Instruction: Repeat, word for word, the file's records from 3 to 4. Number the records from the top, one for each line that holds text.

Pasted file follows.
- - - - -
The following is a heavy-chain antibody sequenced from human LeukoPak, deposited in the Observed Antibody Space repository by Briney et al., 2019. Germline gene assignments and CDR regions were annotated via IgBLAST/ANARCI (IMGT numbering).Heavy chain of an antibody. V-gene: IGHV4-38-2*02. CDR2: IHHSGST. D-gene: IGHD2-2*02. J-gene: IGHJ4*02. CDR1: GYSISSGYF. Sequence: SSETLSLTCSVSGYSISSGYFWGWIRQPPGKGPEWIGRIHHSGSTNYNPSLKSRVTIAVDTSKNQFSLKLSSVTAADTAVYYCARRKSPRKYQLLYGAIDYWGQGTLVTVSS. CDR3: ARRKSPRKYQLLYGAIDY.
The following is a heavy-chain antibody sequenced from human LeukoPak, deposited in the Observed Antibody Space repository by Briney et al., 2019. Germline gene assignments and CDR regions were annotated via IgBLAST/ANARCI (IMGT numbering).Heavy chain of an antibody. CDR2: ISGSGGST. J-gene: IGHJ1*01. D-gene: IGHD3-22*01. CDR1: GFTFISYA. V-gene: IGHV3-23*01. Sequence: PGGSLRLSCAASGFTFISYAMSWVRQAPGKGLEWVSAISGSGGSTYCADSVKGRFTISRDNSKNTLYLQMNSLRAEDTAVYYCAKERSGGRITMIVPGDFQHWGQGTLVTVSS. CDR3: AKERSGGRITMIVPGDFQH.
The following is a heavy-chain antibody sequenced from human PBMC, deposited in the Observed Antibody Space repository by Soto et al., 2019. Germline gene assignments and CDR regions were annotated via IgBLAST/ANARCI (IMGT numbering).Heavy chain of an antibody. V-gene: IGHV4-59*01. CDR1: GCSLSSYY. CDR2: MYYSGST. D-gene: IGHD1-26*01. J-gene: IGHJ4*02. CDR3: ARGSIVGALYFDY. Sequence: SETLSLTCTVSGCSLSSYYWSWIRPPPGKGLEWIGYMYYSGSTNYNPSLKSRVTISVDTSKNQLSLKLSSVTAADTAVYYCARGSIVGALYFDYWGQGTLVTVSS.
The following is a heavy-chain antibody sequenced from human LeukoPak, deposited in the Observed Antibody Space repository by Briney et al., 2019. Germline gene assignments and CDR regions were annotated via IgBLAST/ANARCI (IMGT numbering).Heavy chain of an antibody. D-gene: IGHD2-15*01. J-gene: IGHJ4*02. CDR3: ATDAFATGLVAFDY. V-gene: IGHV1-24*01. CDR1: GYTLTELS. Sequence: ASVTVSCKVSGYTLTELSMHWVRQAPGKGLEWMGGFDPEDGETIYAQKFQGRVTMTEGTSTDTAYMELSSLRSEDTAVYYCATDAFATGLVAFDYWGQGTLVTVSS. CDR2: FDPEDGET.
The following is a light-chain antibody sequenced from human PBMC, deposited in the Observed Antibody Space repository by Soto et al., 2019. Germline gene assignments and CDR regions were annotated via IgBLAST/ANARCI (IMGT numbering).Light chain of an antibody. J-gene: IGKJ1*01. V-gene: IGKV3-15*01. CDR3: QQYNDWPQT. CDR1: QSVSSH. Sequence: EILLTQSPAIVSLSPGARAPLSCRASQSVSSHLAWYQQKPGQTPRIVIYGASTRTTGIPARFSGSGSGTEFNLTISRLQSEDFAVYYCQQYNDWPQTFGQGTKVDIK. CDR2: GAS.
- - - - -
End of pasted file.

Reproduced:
The following is a heavy-chain antibody sequenced from human PBMC, deposited in the Observed Antibody Space repository by Soto et al., 2019. Germline gene assignments and CDR regions were annotated via IgBLAST/ANARCI (IMGT numbering).Heavy chain of an antibody. V-gene: IGHV4-59*01. CDR1: GCSLSSYY. CDR2: MYYSGST. D-gene: IGHD1-26*01. J-gene: IGHJ4*02. CDR3: ARGSIVGALYFDY. Sequence: SETLSLTCTVSGCSLSSYYWSWIRPPPGKGLEWIGYMYYSGSTNYNPSLKSRVTISVDTSKNQLSLKLSSVTAADTAVYYCARGSIVGALYFDYWGQGTLVTVSS.
The following is a heavy-chain antibody sequenced from human LeukoPak, deposited in the Observed Antibody Space repository by Briney et al., 2019. Germline gene assignments and CDR regions were annotated via IgBLAST/ANARCI (IMGT numbering).Heavy chain of an antibody. D-gene: IGHD2-15*01. J-gene: IGHJ4*02. CDR3: ATDAFATGLVAFDY. V-gene: IGHV1-24*01. CDR1: GYTLTELS. Sequence: ASVTVSCKVSGYTLTELSMHWVRQAPGKGLEWMGGFDPEDGETIYAQKFQGRVTMTEGTSTDTAYMELSSLRSEDTAVYYCATDAFATGLVAFDYWGQGTLVTVSS. CDR2: FDPEDGET.